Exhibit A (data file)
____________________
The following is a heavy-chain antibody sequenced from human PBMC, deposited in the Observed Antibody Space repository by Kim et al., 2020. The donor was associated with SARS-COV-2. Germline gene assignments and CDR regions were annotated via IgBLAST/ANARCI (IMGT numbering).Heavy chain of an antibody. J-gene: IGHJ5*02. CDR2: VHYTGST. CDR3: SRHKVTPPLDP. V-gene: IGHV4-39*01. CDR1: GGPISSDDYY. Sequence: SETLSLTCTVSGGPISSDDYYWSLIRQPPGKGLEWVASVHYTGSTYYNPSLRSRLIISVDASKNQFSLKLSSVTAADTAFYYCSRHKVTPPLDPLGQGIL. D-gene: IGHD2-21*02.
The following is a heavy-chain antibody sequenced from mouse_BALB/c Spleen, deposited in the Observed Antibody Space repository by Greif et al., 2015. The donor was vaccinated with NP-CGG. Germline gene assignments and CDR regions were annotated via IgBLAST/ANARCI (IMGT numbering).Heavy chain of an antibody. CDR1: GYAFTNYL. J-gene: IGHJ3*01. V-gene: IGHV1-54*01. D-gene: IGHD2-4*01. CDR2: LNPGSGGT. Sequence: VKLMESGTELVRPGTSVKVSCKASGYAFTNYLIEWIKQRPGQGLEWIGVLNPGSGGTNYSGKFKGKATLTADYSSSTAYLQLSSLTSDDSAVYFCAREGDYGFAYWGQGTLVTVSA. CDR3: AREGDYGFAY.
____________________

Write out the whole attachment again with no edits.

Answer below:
The following is a heavy-chain antibody sequenced from human PBMC, deposited in the Observed Antibody Space repository by Kim et al., 2020. The donor was associated with SARS-COV-2. Germline gene assignments and CDR regions were annotated via IgBLAST/ANARCI (IMGT numbering).Heavy chain of an antibody. J-gene: IGHJ5*02. CDR2: VHYTGST. CDR3: SRHKVTPPLDP. V-gene: IGHV4-39*01. CDR1: GGPISSDDYY. Sequence: SETLSLTCTVSGGPISSDDYYWSLIRQPPGKGLEWVASVHYTGSTYYNPSLRSRLIISVDASKNQFSLKLSSVTAADTAFYYCSRHKVTPPLDPLGQGIL. D-gene: IGHD2-21*02.
The following is a heavy-chain antibody sequenced from mouse_BALB/c Spleen, deposited in the Observed Antibody Space repository by Greif et al., 2015. The donor was vaccinated with NP-CGG. Germline gene assignments and CDR regions were annotated via IgBLAST/ANARCI (IMGT numbering).Heavy chain of an antibody. CDR1: GYAFTNYL. J-gene: IGHJ3*01. V-gene: IGHV1-54*01. D-gene: IGHD2-4*01. CDR2: LNPGSGGT. Sequence: VKLMESGTELVRPGTSVKVSCKASGYAFTNYLIEWIKQRPGQGLEWIGVLNPGSGGTNYSGKFKGKATLTADYSSSTAYLQLSSLTSDDSAVYFCAREGDYGFAYWGQGTLVTVSA. CDR3: AREGDYGFAY.